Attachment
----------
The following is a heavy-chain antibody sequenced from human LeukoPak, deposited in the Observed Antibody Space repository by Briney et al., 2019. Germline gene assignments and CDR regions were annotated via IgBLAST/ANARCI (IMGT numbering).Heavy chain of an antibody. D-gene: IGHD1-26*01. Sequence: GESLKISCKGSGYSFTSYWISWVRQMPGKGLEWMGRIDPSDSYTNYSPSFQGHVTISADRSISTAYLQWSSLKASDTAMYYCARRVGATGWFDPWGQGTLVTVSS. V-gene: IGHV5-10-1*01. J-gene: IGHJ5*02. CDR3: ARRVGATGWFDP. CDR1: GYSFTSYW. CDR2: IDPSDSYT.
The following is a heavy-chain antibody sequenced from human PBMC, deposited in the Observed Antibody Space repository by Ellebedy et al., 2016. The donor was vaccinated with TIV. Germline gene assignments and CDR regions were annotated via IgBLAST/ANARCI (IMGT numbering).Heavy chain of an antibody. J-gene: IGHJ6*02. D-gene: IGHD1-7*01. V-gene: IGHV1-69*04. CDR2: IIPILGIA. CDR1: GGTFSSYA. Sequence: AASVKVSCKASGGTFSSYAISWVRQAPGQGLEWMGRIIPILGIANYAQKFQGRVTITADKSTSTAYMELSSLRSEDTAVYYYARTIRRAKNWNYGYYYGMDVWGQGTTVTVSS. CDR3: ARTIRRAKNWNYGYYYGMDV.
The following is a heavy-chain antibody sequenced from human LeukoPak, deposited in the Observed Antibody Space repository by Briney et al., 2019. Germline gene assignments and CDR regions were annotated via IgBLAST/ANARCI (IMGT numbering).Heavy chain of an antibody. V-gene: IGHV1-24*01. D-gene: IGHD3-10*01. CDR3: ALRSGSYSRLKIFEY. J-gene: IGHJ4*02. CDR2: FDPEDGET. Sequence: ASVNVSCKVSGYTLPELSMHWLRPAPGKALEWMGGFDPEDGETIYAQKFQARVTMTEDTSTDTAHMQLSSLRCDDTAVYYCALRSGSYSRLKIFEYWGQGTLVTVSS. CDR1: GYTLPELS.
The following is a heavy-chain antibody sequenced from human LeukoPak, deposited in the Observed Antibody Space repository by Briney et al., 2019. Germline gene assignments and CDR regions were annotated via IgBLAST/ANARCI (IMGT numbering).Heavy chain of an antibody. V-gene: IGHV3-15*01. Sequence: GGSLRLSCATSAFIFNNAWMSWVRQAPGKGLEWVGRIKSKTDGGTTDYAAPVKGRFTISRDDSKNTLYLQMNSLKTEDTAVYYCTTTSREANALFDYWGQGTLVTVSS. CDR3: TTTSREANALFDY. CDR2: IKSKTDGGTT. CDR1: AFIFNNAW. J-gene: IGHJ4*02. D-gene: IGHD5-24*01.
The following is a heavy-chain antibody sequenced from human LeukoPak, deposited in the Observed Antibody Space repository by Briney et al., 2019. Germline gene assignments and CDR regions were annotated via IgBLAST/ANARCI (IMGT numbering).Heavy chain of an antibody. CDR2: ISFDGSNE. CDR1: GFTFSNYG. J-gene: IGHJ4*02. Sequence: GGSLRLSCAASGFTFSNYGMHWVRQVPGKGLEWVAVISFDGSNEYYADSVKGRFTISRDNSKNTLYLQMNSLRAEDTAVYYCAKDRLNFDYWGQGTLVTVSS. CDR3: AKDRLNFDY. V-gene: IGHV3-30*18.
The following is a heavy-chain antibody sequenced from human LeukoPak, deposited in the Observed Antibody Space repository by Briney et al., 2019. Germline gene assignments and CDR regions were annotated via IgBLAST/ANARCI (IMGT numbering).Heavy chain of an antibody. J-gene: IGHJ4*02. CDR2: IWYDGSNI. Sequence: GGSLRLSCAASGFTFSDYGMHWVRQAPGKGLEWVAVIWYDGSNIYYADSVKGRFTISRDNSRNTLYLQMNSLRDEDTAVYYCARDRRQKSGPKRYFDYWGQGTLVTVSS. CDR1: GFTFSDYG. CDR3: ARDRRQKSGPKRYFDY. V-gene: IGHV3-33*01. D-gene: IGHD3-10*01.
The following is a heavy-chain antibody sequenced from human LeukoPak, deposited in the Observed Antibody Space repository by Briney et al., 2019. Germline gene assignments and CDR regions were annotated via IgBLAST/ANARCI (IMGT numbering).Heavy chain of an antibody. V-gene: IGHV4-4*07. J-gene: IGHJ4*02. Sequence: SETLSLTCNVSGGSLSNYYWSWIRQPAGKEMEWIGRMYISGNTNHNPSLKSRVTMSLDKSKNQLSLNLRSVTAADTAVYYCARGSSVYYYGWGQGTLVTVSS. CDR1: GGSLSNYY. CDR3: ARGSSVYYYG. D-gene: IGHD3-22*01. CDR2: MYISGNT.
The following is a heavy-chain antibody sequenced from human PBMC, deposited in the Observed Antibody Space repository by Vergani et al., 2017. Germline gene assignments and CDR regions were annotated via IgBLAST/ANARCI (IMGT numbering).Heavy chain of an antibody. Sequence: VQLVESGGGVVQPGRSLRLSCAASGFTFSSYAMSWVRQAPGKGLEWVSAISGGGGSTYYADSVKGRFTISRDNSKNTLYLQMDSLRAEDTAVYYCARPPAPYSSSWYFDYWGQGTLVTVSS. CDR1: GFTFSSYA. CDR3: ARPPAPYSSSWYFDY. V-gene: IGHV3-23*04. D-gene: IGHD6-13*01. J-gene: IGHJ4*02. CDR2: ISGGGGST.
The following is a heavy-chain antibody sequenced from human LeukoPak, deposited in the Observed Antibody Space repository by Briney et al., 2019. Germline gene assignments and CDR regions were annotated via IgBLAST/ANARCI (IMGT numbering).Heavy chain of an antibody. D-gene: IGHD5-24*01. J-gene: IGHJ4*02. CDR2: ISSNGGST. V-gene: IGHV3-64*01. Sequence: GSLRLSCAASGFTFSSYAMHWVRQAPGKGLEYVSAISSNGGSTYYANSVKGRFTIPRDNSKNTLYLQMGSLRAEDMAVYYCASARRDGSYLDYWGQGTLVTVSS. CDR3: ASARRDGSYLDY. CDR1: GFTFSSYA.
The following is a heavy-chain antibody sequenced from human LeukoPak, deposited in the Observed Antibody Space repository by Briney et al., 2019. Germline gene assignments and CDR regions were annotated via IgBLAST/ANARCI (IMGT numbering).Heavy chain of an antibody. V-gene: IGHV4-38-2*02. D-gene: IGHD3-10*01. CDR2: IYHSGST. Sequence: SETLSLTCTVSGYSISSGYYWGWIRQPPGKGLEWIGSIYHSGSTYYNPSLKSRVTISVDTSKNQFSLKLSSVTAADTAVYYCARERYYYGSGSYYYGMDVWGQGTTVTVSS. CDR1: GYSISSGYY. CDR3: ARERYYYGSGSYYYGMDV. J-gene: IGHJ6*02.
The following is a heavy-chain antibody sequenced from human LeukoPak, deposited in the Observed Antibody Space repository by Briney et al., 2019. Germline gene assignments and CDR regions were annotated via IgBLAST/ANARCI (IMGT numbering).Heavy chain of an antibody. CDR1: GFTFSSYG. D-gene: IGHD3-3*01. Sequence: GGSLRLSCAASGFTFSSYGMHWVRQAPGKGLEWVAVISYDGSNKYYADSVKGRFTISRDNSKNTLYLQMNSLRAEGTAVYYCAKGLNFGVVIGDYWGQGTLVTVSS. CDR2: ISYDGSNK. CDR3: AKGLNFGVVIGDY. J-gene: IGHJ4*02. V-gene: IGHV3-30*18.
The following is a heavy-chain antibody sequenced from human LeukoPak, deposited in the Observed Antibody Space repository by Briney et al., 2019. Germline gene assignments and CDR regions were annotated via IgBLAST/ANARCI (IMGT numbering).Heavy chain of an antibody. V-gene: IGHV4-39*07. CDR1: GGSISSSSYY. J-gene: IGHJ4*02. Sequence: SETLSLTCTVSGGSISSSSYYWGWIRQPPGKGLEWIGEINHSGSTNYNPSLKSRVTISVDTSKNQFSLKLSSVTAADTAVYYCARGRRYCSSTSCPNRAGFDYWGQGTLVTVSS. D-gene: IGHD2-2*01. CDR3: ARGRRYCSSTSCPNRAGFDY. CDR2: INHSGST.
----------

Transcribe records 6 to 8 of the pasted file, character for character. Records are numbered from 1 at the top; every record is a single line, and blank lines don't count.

The following is a heavy-chain antibody sequenced from human LeukoPak, deposited in the Observed Antibody Space repository by Briney et al., 2019. Germline gene assignments and CDR regions were annotated via IgBLAST/ANARCI (IMGT numbering).Heavy chain of an antibody. J-gene: IGHJ4*02. CDR2: IWYDGSNI. Sequence: GGSLRLSCAASGFTFSDYGMHWVRQAPGKGLEWVAVIWYDGSNIYYADSVKGRFTISRDNSRNTLYLQMNSLRDEDTAVYYCARDRRQKSGPKRYFDYWGQGTLVTVSS. CDR1: GFTFSDYG. CDR3: ARDRRQKSGPKRYFDY. V-gene: IGHV3-33*01. D-gene: IGHD3-10*01.
The following is a heavy-chain antibody sequenced from human LeukoPak, deposited in the Observed Antibody Space repository by Briney et al., 2019. Germline gene assignments and CDR regions were annotated via IgBLAST/ANARCI (IMGT numbering).Heavy chain of an antibody. V-gene: IGHV4-4*07. J-gene: IGHJ4*02. Sequence: SETLSLTCNVSGGSLSNYYWSWIRQPAGKEMEWIGRMYISGNTNHNPSLKSRVTMSLDKSKNQLSLNLRSVTAADTAVYYCARGSSVYYYGWGQGTLVTVSS. CDR1: GGSLSNYY. CDR3: ARGSSVYYYG. D-gene: IGHD3-22*01. CDR2: MYISGNT.
The following is a heavy-chain antibody sequenced from human PBMC, deposited in the Observed Antibody Space repository by Vergani et al., 2017. Germline gene assignments and CDR regions were annotated via IgBLAST/ANARCI (IMGT numbering).Heavy chain of an antibody. Sequence: VQLVESGGGVVQPGRSLRLSCAASGFTFSSYAMSWVRQAPGKGLEWVSAISGGGGSTYYADSVKGRFTISRDNSKNTLYLQMDSLRAEDTAVYYCARPPAPYSSSWYFDYWGQGTLVTVSS. CDR1: GFTFSSYA. CDR3: ARPPAPYSSSWYFDY. V-gene: IGHV3-23*04. D-gene: IGHD6-13*01. J-gene: IGHJ4*02. CDR2: ISGGGGST.